The head transition was very tricky.  Again, I've only done this a few times, so there might be better ways to do it.  Basically I foiled the scale pattern right up past the area where the gill plate would be.  Then I made a quick stencil for the shape of the gill that I wanted.  I carefully traced it onto the foil scales, then using a very sharp knife, i cut out that shape, and peeled the cut offs of the foil scales. .  Then I cut a flat piece of foil to fit in that spot using the stencil and carefully fit it into the cutout spot on the lure.  It is a pain, but can look super cool!

Here is another one that worked out good too.  I ended up using two separate pieces for the gill, then the head.  You can kind of see the overlap, most of which i was able to hide with that black paint to accent the gill.  You can see better on this one too, how I highlighted the scales with black paint, then wiped the foil scales down, leaving just the edges black.  Then I epoxied over the whole bait, before adding any more paint.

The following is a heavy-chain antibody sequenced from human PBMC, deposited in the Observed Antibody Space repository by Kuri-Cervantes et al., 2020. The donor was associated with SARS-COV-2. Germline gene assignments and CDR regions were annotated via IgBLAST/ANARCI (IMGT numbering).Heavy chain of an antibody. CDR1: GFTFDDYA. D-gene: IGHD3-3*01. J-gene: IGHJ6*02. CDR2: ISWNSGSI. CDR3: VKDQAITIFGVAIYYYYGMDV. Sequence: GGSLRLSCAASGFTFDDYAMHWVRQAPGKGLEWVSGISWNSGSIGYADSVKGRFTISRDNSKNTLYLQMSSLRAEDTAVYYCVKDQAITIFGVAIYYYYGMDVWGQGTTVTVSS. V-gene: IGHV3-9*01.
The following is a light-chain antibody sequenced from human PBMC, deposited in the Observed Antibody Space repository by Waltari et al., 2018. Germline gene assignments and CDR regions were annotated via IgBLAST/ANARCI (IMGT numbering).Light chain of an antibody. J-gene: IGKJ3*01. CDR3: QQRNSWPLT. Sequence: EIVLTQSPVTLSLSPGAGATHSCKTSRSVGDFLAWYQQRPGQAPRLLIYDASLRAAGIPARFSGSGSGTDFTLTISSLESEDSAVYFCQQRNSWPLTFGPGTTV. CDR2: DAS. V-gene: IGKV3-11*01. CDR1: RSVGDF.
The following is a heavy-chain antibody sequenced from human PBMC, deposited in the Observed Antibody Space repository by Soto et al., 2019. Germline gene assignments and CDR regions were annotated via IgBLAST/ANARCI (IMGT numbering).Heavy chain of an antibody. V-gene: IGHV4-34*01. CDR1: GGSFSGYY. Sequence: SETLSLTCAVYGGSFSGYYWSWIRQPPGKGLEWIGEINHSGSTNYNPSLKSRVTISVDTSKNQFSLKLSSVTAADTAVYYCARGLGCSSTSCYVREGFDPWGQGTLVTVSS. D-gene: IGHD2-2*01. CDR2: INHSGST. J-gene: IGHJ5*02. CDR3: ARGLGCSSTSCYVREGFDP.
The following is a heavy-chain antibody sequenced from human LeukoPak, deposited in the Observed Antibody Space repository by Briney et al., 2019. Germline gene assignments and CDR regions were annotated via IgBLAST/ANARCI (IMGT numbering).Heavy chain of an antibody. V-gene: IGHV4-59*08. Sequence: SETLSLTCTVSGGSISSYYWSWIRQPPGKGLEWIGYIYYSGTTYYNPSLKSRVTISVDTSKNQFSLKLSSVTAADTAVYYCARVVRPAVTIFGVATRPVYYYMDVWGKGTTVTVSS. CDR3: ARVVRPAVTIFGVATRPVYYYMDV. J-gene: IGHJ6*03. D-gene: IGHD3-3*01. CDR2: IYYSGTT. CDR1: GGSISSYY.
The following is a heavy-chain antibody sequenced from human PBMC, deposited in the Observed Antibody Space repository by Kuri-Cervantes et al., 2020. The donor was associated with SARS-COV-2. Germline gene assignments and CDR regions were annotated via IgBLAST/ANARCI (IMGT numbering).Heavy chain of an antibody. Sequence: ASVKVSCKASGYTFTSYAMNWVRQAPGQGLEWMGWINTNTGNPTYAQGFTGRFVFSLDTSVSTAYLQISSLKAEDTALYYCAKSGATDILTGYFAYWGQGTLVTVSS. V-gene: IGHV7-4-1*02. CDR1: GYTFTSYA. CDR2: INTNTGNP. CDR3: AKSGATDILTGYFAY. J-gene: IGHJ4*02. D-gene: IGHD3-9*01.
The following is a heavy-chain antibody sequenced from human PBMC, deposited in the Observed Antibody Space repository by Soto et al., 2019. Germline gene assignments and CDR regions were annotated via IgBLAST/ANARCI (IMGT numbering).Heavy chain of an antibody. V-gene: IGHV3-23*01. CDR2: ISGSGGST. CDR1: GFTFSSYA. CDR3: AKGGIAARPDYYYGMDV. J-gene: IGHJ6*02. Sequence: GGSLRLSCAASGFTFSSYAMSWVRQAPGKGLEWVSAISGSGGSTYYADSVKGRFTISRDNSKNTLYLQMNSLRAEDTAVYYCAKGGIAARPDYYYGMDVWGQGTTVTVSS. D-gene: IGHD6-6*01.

Looking back at it in hindsight, I really left the head/eye area blank. lol.  Should have added more detail.  There is still time to I guess.  haha   This is my version of a Manitoba "greenback" walleye.

 

 

greenback.jpg

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54 minutes ago, eastman03 said:

Yea, it is a pretty cool way to foil a lure.  I got the idea from engineered angler on youtube.  

The head transition was very tricky.  Again, I've only done this a few times, so there might be better ways to do it.  Basically I foiled the scale pattern right up past the area where the gill plate would be.  Then I made a quick stencil for the shape of the gill that I wanted.  I carefully traced it onto the foil scales, then using a very sharp knife, i cut out that shape, and peeled the cut offs of the foil scales. .  Then I cut a flat piece of foil to fit in that spot using the stencil and carefully fit it into the cutout spot on the lure.  It is a pain, but can look super cool!

Here is another one that worked out good too.  I ended up using two separate pieces for the gill, then the head.  You can kind of see the overlap, most of which i was able to hide with that black paint to accent the gill.  You can see better on this one too, how I highlighted the scales with black paint, then wiped the foil scales down, leaving just the edges black.  Then I epoxied over the whole bait, before adding any more paint.